Updated: September 28, 2021 05:14 PM
Created: September 28, 2021 03:17 PM
ALBUQUERQUE, N.M. — The New Mexico Public Education Department will not be releasing standardized test results from last spring because so few students actually took the test.
NMPED said only 10% of public school students took standardized tests last spring. Now, with this gap, it could take a few years for the NMPED to gather reliable statistics on student learning trends.
In a normal year, the state is required to have a 95% testing rate of public school students. But with the pandemic and remote learning, that didn't happen.
“We also know that those students who experiencing instruction remotely not all students have adequate access to connectivity whether its broadband or internet,” NMPED Assessment & Learning Division Director Lynn Vasquez said.
Because of these roadblocks, the federal government gave states waivers in 2020 and 2021 for testing and assessments so they wouldn't lose funding. However, just because it wasn't required doesn't mean districts didn't try.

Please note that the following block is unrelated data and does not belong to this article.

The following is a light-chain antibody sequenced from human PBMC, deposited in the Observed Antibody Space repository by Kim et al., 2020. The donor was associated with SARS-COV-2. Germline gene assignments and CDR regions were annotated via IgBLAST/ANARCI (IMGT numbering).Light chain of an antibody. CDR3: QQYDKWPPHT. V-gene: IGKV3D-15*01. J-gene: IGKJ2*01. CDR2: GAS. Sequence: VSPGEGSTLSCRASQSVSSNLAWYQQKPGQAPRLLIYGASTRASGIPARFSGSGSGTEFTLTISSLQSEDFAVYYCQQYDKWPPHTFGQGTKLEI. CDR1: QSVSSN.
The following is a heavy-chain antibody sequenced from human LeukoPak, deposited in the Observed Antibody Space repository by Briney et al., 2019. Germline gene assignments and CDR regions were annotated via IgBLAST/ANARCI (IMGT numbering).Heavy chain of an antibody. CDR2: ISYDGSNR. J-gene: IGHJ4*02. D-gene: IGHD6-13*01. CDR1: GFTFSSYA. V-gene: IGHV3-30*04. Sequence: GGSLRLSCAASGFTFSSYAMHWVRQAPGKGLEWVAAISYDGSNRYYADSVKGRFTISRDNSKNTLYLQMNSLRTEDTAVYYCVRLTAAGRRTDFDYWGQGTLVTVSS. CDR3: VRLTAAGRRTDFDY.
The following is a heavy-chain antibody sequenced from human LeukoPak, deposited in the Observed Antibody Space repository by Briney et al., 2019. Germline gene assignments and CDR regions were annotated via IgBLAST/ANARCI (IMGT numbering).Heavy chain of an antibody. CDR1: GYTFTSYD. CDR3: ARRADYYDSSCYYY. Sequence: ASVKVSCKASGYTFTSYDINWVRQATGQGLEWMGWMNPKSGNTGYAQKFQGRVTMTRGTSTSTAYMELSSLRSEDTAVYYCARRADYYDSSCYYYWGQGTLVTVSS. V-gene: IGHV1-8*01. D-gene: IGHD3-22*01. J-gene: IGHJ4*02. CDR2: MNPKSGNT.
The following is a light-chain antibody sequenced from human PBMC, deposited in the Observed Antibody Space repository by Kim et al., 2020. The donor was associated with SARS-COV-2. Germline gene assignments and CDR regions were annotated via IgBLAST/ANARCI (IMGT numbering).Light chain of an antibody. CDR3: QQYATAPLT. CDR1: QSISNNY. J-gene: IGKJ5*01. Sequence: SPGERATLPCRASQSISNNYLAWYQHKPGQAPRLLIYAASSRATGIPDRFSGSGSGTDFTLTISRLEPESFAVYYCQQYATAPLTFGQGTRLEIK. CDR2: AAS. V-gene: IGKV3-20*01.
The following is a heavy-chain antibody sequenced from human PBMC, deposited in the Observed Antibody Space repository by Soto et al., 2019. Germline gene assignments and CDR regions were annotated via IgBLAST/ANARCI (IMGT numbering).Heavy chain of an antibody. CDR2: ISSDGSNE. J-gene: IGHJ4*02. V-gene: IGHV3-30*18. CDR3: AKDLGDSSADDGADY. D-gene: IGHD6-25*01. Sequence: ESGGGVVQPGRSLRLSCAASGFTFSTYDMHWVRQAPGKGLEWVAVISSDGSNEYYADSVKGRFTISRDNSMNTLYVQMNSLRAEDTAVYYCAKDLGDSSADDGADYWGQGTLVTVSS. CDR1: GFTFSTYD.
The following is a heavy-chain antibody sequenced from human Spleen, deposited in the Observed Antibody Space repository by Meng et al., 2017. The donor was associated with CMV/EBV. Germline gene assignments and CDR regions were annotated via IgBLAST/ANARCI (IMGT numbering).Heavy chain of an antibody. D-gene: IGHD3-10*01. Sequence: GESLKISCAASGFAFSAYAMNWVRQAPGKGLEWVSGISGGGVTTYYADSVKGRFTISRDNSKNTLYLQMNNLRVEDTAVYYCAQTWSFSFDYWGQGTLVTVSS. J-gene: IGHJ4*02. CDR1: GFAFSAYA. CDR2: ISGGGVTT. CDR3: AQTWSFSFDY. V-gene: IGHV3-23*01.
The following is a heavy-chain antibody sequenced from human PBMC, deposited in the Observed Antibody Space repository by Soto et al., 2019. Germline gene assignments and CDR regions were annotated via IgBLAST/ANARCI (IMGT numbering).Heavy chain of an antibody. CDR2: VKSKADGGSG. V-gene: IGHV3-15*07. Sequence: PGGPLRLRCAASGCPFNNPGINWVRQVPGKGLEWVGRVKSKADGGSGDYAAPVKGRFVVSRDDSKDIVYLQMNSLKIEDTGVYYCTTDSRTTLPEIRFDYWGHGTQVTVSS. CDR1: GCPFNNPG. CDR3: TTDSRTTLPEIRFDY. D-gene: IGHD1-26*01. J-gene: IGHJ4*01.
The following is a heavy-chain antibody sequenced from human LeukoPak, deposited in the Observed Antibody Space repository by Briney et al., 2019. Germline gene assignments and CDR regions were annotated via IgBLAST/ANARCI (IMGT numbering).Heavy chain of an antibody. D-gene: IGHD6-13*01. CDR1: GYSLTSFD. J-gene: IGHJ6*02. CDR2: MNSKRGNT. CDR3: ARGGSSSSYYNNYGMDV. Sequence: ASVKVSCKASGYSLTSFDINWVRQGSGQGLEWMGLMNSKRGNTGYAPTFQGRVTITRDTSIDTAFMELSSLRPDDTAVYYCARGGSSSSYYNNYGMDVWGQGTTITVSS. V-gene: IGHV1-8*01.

“We said please test to the greatest extent possible and we underscored there were not penalties for anybody who could not meet that 95% requirement,” Vasquez said.
During a roundtable discussion this week, NMPED officials shared a graph showing less than 15 school districts in the state were able to meet that 95% mark.
APS is one of those districts that didn't test. A spokesperson told KOB out of their 90,000 students, less than 500 took standardized tests last spring. That adds up to only 0.5% of APS students tested last year.
NMPED is now looking at the spring test results, and they say the numbers they have aren't an accurate picture of the state.
“Let’s say if 25% of students tested in the SAT and if you actually see an increase, the big question everyone needs to ask is who is part of that 25% is it your highest achievers and if that’s the case it’s not something representing or generalized across the state,” Vasquez said.
Right now there is no waiver for 2022 so NMPED expects testing to resume next spring.
When it comes to tracking assessments for student learning and growth, NMPED officials say they need two consecutive points of data to be compared. So 2023 will be the earliest the department will have enough data to look at how students are performing on standardized tests.
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